Panel: The Reverend Canon James Milne, Laura Padoan, Tom Green, Claire Hajaj, Itab Azzam

Admission is free but places are limited and must be booked in advance here.

PANEL DISCUSSION: Why Bother About Refugee Week?

Monday 17th June, 1-2pm

A panel discussion exploring the various issues facing refugees when seeking asylum and settling in Britain, and how campaigning can be effective in helping to tackle them.

Panel: The Reverend Canon Jonathan Brewster, Dr Sara Silvestri, Maya Ghazal, Zrinka Bralo, Jess Potter

Admission is free but places are limited and must be booked in advance here.

TALK: ‘Watan’ The notion of homeland and what that means in Syria

Monday 17th June, 10-10:30am

With Clarissa Ward (CNN Chief International Correspondent)

Clarissa Ward is CNN's chief international correspondent based in London. For more than 15 years Ward has reported from front lines across the world from Syria, Iraq, Afghanistan and Yemen to Georgia—during the Russian incursion in 2008—and Ukraine. Clarissa has won multiple awards for her reporting, amoung them she received the prestigious Excellence in International Reporting Award from the International Center for Journalists in 2016 for her outstanding war reporting in hotspots like Iraq and Syria.

READING: Essay, ‘This is Water’ by David Foster Wallace

Monday 17th June, 10:30-11am

With Jennifer Wiltsie (Actor)

Jennifer Wiltsie's films include Wendigo, Uninvited and The Fever. She has guest-starred on HBO's The Sopranos and Masterpiece Theatre's Clarissa. Jennifer has appeared in the West End and on Broadway and is an award-winning audiobook narrator and voice-over artist.

TALK: Refugees, Publishing the Real Picture

Monday 17th June, 11-11:30am

With Alixandra Fazzina (A Million Shillings) & Hannah Watson (Trolley Books)

A photographer and author, Alixandra Fazzina work focuses on refugees and under-reported conflicts. A recipient of UNHCR’s Nansen Refugee Award for her striking coverage of the devastating human consequences of war, she is the author of “A Million Shillings; Escape from Somalia”. Alixandra’s reportages have been published in books and across international titles and her photographs exhibited in museums and galleries worldwide.

Hannah Watson is the Director of independent publisher Trolley Books and contemporary art gallery TJ Boulting. Trolley Books is an independent publisher of unique stories in photography, reportage and contemporary art exploring a range of difficult subject matter. Established in 2001, beautifully designed and produced Trolley books have a real sense of conviction and purpose that sets them apart.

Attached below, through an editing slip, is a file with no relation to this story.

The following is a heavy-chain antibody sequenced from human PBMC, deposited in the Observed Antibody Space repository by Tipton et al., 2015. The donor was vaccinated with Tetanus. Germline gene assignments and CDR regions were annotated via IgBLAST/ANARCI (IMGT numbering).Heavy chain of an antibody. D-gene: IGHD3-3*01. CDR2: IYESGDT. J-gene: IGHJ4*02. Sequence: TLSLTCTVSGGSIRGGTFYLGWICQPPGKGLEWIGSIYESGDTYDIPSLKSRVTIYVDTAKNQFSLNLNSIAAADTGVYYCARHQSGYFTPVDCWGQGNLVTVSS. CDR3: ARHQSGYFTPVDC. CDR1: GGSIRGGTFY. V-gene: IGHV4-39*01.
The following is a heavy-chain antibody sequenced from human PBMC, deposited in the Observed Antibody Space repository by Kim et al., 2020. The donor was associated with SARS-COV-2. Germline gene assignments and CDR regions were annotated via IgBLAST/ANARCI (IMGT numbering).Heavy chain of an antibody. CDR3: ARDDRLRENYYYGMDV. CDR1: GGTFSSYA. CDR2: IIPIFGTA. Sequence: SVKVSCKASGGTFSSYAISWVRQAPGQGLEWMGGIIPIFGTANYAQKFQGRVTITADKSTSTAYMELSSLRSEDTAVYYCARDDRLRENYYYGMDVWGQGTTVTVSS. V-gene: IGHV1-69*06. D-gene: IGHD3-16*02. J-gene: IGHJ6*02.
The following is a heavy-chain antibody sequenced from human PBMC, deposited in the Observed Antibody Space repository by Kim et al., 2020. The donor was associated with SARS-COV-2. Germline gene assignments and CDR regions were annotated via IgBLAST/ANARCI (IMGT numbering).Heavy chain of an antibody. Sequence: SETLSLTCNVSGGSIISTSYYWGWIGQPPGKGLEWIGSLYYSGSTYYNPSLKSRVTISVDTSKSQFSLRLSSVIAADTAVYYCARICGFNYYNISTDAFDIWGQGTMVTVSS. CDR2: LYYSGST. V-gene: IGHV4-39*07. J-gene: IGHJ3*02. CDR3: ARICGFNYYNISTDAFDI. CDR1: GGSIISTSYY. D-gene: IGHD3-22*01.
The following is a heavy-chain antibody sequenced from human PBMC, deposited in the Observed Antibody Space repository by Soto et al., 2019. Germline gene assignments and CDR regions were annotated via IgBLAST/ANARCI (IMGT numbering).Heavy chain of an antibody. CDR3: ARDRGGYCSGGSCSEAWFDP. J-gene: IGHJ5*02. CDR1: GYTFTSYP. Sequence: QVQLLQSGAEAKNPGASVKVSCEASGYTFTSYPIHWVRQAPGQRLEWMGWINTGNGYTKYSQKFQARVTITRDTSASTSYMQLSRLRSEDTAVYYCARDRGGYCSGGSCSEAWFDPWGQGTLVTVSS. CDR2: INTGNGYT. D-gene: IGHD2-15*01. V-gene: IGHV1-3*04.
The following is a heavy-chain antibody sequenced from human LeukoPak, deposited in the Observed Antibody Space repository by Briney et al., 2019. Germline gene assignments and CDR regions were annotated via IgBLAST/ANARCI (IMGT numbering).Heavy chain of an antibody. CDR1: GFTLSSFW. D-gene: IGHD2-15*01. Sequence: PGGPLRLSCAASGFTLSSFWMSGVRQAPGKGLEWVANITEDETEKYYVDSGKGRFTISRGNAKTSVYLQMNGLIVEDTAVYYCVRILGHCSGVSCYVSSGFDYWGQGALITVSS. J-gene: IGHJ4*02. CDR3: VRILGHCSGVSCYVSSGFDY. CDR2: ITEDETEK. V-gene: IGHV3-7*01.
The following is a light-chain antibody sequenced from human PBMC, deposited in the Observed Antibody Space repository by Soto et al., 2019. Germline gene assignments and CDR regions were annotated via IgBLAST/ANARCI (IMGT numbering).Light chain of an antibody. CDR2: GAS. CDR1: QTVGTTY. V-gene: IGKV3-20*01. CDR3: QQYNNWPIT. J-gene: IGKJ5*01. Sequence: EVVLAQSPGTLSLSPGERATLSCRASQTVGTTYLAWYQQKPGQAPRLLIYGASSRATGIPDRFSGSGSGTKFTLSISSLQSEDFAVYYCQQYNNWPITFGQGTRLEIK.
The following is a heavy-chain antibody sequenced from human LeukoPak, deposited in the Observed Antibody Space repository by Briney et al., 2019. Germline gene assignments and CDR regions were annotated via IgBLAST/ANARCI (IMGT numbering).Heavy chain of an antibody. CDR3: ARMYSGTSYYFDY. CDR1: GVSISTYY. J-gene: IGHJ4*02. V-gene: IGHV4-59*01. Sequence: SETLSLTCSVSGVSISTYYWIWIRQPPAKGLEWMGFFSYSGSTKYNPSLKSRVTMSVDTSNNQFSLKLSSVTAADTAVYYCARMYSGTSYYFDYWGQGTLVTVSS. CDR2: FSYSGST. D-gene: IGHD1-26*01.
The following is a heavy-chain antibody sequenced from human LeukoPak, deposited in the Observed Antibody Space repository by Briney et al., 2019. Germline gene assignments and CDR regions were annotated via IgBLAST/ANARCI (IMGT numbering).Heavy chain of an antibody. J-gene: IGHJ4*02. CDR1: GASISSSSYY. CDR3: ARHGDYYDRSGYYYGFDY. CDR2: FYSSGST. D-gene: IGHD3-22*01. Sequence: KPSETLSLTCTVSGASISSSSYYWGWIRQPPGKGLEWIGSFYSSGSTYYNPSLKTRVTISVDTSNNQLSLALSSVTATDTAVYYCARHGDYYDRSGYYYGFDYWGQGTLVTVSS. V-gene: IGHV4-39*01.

TALK: The Impact of Climate Change on Population Movement

Monday 17th June, 12-12:30am

With Katherine Greig (Wharton Risk Center)

Wharton Risk Center Senior Fellow Katherine previously worked in the NYC Mayor's Office of Resiliency where she was the city's liaison to the New York City Panel on Climate Change, a team of local academics charged with assessing the future impact of rising seas on the NYC's shores.

READING: Shared reading with visitor participation

Tuesday 18th June, 10:30-11:30am

With Genevieve Cooper (The Reader).

The Reader is a National Charity that wants to bring about a reading revolution so that everyone can experience and enjoy great literature, which they believe is a tool for helping humans survive and live well.

TALK: Musical Homelands

Tuesday 18th June, 12-12:30am

With Joe Boyd (Record Producer)

Joe Boyd is an author (White Bicycles: Making Music in the 1960s) and record producer (Nick Drake, REM, Toumani Diabate, Fairport Convention, Cubanismo, Incredible String Band etc). His podcast 'Joe Boyd's A-Z' can be heard at www.joeboyd.co.uk. He is currently writing a book in the phenomenon of World music.

POETRY RECITAL: Thinking like an island: performance poetry

Thursday 20th June, 11-11:30am

With David Tappeser & Himali Singh (Hylozoic/Desires)